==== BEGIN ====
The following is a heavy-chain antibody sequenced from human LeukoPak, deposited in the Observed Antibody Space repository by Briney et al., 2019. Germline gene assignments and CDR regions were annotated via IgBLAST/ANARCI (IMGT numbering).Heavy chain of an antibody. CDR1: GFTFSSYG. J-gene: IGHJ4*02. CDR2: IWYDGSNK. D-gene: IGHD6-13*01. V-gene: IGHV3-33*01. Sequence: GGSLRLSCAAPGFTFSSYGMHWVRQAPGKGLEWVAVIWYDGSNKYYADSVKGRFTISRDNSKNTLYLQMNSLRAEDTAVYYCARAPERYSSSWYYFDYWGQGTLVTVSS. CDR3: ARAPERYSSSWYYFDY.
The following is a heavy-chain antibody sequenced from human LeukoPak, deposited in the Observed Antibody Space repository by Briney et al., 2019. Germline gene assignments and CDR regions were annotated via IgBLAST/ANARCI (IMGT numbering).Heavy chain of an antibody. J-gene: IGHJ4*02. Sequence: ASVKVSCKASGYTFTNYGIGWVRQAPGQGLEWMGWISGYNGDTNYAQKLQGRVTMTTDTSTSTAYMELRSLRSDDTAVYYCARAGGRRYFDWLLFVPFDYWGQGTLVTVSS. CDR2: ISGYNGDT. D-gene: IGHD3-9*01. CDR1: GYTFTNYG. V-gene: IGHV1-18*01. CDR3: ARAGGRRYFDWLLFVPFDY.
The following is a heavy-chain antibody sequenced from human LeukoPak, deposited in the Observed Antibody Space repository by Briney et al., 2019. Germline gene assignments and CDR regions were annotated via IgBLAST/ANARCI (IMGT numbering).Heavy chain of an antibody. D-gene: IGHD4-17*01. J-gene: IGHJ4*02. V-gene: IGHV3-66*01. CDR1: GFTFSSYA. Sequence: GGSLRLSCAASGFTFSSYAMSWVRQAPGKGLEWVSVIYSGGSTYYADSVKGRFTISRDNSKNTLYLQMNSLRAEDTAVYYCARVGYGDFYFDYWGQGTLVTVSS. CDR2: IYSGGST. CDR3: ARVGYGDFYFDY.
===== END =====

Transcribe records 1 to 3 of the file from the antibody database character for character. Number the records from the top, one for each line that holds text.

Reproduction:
The following is a heavy-chain antibody sequenced from human LeukoPak, deposited in the Observed Antibody Space repository by Briney et al., 2019. Germline gene assignments and CDR regions were annotated via IgBLAST/ANARCI (IMGT numbering).Heavy chain of an antibody. CDR1: GFTFSSYG. J-gene: IGHJ4*02. CDR2: IWYDGSNK. D-gene: IGHD6-13*01. V-gene: IGHV3-33*01. Sequence: GGSLRLSCAAPGFTFSSYGMHWVRQAPGKGLEWVAVIWYDGSNKYYADSVKGRFTISRDNSKNTLYLQMNSLRAEDTAVYYCARAPERYSSSWYYFDYWGQGTLVTVSS. CDR3: ARAPERYSSSWYYFDY.
The following is a heavy-chain antibody sequenced from human LeukoPak, deposited in the Observed Antibody Space repository by Briney et al., 2019. Germline gene assignments and CDR regions were annotated via IgBLAST/ANARCI (IMGT numbering).Heavy chain of an antibody. J-gene: IGHJ4*02. Sequence: ASVKVSCKASGYTFTNYGIGWVRQAPGQGLEWMGWISGYNGDTNYAQKLQGRVTMTTDTSTSTAYMELRSLRSDDTAVYYCARAGGRRYFDWLLFVPFDYWGQGTLVTVSS. CDR2: ISGYNGDT. D-gene: IGHD3-9*01. CDR1: GYTFTNYG. V-gene: IGHV1-18*01. CDR3: ARAGGRRYFDWLLFVPFDY.
The following is a heavy-chain antibody sequenced from human LeukoPak, deposited in the Observed Antibody Space repository by Briney et al., 2019. Germline gene assignments and CDR regions were annotated via IgBLAST/ANARCI (IMGT numbering).Heavy chain of an antibody. D-gene: IGHD4-17*01. J-gene: IGHJ4*02. V-gene: IGHV3-66*01. CDR1: GFTFSSYA. Sequence: GGSLRLSCAASGFTFSSYAMSWVRQAPGKGLEWVSVIYSGGSTYYADSVKGRFTISRDNSKNTLYLQMNSLRAEDTAVYYCARVGYGDFYFDYWGQGTLVTVSS. CDR2: IYSGGST. CDR3: ARVGYGDFYFDY.